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U.S. manufacturing sector activity continues to expand, although the pace of expansion may be slowing, according to the Manufacturers Alliance/MAPI Survey on the Business Outlook – December 2010. The December 2010 composite index – a leading indicator for the manufacturing sector – fell slightly to 75 percent from 77 percent in the September 2010 report. This is the fifth consecutive quarter the index has been above the 50 percent threshold, the dividing line that separates contraction and expansion.
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The current index is a dramatic improvement from the record low 21 percent recorded in the March 2009 survey, signaling that an impressive turnaround for industry continues.
“The trends in the composite index and in the individual indexes are remarkable in that most were little changed from their September levels as they continue to remain at relatively high levels,” said Donald A. Norman, Ph.D., MAPI economist and survey coordinator. “The takeaway from this quarter’s survey is ‘steady as she goes,’ although the rise in the inventory index suggests that the pace of the expansion has slowed.”
The business outlook index is a weighted sum of U.S. shipments, backlogs, inventories, and profit margin indexes. In addition to the composite index, the survey includes 12 individual indexes. Most individual indexes changed very little between September and December.
The capacity utilization index, based on the percentage of firms operating above 85 percent of capacity, improved to 33.3 percent in the current survey from 28.1 percent in September. In addition to continuing its upward trend since reaching a record low of 7 percent in December 2009, the index is now above the long-term average utilization rate of 32 percent.
The non-U.S. prospective shipments index, which measures expectations for shipments abroad by foreign affiliates of U.S. firms in the first quarter of 2011 compared to the same quarter of 2010, improved to 89 percent from 84 percent. The annual orders index, based on a comparison of expected orders for all of 2011 with orders in 2010, increased to 90 percent in the December survey from 86 percent in September.
The research and development index, regarding expected R&D spending in 2011, was 73 percent in December, slightly above the 70 percent in the September 2009 report.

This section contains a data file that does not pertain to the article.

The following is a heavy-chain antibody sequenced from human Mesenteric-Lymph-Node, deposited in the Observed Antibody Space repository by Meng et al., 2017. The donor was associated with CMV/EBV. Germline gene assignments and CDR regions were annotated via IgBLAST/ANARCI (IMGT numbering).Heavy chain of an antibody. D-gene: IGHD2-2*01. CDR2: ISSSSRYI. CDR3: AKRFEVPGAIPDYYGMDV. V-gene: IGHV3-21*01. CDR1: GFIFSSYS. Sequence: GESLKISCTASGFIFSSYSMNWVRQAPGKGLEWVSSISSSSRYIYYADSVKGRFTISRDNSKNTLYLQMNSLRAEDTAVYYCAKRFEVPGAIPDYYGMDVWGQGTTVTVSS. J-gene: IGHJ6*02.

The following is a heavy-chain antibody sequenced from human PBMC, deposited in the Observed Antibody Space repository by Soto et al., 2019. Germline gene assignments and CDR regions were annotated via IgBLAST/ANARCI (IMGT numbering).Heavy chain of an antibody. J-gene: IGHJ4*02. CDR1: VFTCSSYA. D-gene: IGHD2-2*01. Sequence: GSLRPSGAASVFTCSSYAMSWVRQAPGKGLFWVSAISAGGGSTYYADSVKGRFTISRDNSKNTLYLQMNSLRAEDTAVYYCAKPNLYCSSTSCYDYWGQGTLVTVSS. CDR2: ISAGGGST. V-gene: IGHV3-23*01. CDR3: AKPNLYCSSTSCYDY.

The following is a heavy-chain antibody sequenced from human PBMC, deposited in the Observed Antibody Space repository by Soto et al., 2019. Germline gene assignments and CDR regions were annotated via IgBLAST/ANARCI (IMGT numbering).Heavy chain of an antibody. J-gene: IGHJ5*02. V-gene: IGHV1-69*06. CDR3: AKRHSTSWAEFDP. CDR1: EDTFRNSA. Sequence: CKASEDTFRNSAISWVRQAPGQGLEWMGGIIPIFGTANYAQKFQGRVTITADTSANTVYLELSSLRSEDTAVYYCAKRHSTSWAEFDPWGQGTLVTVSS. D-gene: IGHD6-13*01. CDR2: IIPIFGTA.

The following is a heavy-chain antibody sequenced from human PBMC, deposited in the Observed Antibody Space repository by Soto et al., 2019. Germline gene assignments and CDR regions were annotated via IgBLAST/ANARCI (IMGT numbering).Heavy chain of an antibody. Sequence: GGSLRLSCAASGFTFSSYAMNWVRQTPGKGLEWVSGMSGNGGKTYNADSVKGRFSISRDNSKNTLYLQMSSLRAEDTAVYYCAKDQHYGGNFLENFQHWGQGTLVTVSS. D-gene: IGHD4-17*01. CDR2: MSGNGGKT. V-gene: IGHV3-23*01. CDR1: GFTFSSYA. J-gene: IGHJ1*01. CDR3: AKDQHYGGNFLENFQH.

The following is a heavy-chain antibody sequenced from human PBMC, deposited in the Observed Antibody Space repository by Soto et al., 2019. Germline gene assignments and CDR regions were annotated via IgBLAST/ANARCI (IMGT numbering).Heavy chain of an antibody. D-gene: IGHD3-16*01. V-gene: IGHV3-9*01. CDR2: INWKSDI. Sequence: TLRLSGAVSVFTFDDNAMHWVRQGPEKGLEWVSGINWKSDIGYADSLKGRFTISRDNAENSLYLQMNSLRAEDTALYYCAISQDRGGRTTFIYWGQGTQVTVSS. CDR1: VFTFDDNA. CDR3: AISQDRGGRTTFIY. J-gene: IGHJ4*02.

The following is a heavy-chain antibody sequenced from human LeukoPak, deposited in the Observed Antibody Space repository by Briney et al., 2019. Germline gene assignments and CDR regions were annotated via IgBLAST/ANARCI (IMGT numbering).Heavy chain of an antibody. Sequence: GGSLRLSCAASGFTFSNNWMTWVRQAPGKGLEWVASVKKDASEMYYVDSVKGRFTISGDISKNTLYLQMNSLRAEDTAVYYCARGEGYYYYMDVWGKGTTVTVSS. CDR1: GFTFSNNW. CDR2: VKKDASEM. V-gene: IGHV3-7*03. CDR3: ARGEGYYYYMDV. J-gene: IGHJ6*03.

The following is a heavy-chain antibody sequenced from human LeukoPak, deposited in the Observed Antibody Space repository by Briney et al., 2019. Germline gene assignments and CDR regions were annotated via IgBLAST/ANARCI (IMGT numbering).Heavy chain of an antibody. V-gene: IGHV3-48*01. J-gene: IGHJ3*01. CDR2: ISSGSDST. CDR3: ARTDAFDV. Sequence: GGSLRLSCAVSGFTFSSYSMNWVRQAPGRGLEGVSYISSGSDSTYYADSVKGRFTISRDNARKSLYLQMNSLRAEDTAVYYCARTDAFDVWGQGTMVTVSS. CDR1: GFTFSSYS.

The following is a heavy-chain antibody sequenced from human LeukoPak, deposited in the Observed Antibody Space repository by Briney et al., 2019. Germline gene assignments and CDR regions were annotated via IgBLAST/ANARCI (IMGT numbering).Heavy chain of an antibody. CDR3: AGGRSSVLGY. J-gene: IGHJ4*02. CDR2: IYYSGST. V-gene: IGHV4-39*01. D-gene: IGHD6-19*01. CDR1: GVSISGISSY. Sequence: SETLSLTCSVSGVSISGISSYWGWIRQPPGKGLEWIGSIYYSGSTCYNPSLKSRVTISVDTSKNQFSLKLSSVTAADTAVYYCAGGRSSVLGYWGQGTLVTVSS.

The backlog orders index advanced to 83 percent in December from 81 percent in September. The non-U.S. investment index, based on expectations regarding capital expenditures abroad in 2011, was solid at 75 percent in December compared to an already strong 73 percent in September.
The U.S. investment index is based on expectations of executives regarding domestic capital investment for 2011 compared to 2010. The index was 81 percent, a slight advance from 80 percent in the previous survey. The inventory index increased to 69 percent in December from 63 percent in September, an indication that the growth of manufacturing sales is slowing.
The quarterly orders index, based on a comparison of expected orders in the fourth quarter of 2010 with those in the same quarter one year ago, decreased to 87 percent in December from 89 percent in September. The U.S. prospective shipments index, which reflects expectations for first quarter 2011 shipments compared with the first quarter of 2010, declined to 88 percent in the December survey from 90 percent in the September report.
The profit margin index fell to 85 percent in December from a record high of 87 percent in September. The export orders index, which compares exports in the fourth quarter of 2010 with the same quarter in 2009, was 80 percent in December, down marginally from 82 percent in September.
In a supplemental component of the survey, respondents were asked for their outlook regarding the value of the U.S. dollar over the next year and the impact on their companies if it were to drop by 10 percent from its current value.
Sixty percent of respondents reported their companies’ exports would be helped to some extent if the dollar were to fall by 10 percent and 60 percent indicated that profits would rise by some degree. A large majority, 92 percent, said that a fall in the value of the dollar would have little effect on investment spending, and all survey participants said it would have no effect on manufacturing location decisions.
The survey reflects the views on current and future business conditions of 62 senior financial executives representing a broad range of manufacturing industries.